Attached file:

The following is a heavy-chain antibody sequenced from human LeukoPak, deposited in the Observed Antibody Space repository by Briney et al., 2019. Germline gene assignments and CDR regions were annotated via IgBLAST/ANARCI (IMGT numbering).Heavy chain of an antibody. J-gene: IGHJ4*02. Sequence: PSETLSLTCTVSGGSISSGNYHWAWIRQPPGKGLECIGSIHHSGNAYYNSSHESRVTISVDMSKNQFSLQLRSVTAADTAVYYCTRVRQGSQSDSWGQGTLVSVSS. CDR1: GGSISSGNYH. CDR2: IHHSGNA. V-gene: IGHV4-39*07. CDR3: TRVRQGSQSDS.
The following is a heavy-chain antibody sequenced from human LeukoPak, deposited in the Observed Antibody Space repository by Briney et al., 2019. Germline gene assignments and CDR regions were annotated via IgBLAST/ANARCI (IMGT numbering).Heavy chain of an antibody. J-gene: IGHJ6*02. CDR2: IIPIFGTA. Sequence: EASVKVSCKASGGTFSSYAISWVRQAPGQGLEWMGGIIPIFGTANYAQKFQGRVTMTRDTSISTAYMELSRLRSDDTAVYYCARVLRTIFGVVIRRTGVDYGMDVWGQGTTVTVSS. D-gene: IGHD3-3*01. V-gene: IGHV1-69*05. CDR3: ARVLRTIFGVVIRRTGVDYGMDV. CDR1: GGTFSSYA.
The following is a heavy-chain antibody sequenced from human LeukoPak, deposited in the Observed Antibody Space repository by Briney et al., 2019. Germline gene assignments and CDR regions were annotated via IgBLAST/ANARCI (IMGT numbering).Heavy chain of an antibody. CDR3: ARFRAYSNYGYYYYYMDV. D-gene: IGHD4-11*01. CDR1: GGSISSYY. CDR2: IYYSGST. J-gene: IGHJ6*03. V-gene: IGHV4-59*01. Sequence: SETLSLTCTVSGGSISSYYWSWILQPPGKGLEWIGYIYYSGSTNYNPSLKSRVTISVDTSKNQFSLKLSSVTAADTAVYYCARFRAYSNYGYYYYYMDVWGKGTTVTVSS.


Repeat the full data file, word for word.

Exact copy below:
The following is a heavy-chain antibody sequenced from human LeukoPak, deposited in the Observed Antibody Space repository by Briney et al., 2019. Germline gene assignments and CDR regions were annotated via IgBLAST/ANARCI (IMGT numbering).Heavy chain of an antibody. J-gene: IGHJ4*02. Sequence: PSETLSLTCTVSGGSISSGNYHWAWIRQPPGKGLECIGSIHHSGNAYYNSSHESRVTISVDMSKNQFSLQLRSVTAADTAVYYCTRVRQGSQSDSWGQGTLVSVSS. CDR1: GGSISSGNYH. CDR2: IHHSGNA. V-gene: IGHV4-39*07. CDR3: TRVRQGSQSDS.
The following is a heavy-chain antibody sequenced from human LeukoPak, deposited in the Observed Antibody Space repository by Briney et al., 2019. Germline gene assignments and CDR regions were annotated via IgBLAST/ANARCI (IMGT numbering).Heavy chain of an antibody. J-gene: IGHJ6*02. CDR2: IIPIFGTA. Sequence: EASVKVSCKASGGTFSSYAISWVRQAPGQGLEWMGGIIPIFGTANYAQKFQGRVTMTRDTSISTAYMELSRLRSDDTAVYYCARVLRTIFGVVIRRTGVDYGMDVWGQGTTVTVSS. D-gene: IGHD3-3*01. V-gene: IGHV1-69*05. CDR3: ARVLRTIFGVVIRRTGVDYGMDV. CDR1: GGTFSSYA.
The following is a heavy-chain antibody sequenced from human LeukoPak, deposited in the Observed Antibody Space repository by Briney et al., 2019. Germline gene assignments and CDR regions were annotated via IgBLAST/ANARCI (IMGT numbering).Heavy chain of an antibody. CDR3: ARFRAYSNYGYYYYYMDV. D-gene: IGHD4-11*01. CDR1: GGSISSYY. CDR2: IYYSGST. J-gene: IGHJ6*03. V-gene: IGHV4-59*01. Sequence: SETLSLTCTVSGGSISSYYWSWILQPPGKGLEWIGYIYYSGSTNYNPSLKSRVTISVDTSKNQFSLKLSSVTAADTAVYYCARFRAYSNYGYYYYYMDVWGKGTTVTVSS.